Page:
West Texas Intermediate tumbled toward $104 a barrel. Investors are concerned about the impact of sharply higher US interest rates and Federal Reserve Chair Jerome Powell is due to testify before Congress Wednesday on his bid to curb inflation raging at the fastest pace in decades. Inflation is also raging outside the US, with UK price rises hitting a fresh 40-year high.
Since a spike after Russia invaded Ukraine, oil markets have been grappling with a liquidity crisis with futures holdings falling to the lowest since 2016, leaving headline prices prone to outsized swings. The U.S. crude benchmark also fell below its 100-day moving average early on Wednesday for the first time since January, adding technical pressure to an already fragile market.
While crude has been shaky over the past week, plunging 6.8% on Friday, there’s little respite to the tightness in refined fuel markets. US President Joe Biden will call for a gasoline tax holiday, a person familiar with the plan said, after the average US retail price topped $5 a gallon this month following a surge of more than 50% in 2022.
Oil is headed for its first monthly loss since November as concerns about an economic slowdown offset the fallout from the war in Ukraine. Super major Exxon Mobil Corp. warned this week that crude markets may remain tight for years, while Vitol Group, the world’s largest independent oil trader, flagged rising fuel demand in China. At the same time, soaring margins are offering refineries an incentive to buy every barrel of crude they can get.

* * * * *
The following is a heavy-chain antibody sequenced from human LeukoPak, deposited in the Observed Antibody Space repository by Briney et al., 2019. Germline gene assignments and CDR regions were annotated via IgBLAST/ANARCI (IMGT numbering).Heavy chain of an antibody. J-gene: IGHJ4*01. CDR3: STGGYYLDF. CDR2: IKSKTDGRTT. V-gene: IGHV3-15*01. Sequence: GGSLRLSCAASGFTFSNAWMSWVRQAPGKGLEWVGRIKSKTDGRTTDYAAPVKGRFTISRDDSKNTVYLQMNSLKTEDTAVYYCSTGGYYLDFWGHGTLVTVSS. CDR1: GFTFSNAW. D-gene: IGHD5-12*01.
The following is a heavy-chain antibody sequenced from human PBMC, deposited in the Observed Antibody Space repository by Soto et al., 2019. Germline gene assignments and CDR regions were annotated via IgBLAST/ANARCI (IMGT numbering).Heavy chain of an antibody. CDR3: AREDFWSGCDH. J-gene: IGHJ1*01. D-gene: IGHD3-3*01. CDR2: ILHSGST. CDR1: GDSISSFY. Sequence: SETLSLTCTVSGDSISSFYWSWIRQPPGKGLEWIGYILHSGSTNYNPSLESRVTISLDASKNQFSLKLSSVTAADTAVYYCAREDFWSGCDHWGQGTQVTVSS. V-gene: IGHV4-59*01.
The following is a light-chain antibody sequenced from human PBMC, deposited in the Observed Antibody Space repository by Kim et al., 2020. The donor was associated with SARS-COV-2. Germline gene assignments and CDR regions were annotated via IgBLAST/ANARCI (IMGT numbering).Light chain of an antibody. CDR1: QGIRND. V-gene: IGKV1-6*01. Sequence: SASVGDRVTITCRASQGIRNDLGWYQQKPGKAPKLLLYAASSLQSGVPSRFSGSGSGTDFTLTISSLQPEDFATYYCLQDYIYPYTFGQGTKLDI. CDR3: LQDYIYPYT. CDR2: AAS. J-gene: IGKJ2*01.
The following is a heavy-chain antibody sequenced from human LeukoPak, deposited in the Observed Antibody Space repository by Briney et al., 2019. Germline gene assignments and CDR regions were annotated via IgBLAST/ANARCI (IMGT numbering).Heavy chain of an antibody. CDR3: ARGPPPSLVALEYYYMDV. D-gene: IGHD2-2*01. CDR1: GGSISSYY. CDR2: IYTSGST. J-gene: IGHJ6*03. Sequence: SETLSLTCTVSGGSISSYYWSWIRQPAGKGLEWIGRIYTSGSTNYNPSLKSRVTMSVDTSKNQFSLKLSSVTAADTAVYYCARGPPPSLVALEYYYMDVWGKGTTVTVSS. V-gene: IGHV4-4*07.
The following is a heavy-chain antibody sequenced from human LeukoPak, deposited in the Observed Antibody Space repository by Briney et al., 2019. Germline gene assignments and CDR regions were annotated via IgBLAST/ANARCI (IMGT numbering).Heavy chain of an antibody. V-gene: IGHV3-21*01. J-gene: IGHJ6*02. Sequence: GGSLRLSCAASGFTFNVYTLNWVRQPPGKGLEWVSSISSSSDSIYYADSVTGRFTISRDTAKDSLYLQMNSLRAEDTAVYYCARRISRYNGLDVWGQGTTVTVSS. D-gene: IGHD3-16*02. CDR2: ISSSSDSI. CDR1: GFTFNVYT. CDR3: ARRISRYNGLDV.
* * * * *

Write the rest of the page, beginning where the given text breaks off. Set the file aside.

“Broader macro influences have been dictating price direction for oil recently,” said Warren Patterson, head of commodities strategy at ING Groep NV in Singapore. “However, fundamentally the market still remains constructive. The oil balance is set to be tight for the remainder of the year, while in the shorter term strong refinery margins should be supportive for crude demand.”
Wednesday’s slide came as other commodities also lost ground, as well as risk assets more broadly. Copper and iron ore both declined, as did equities. An additional headwind for crude prices came from a rising dollar, which makes imports more costly for holders of other currencies.
“Investors should remember that Fed-induced slowdowns are simply a short-term abatement of the symptom – inflation – and not a cure for the problem – underinvestment,” Goldman Sachs Group Inc. said in a note.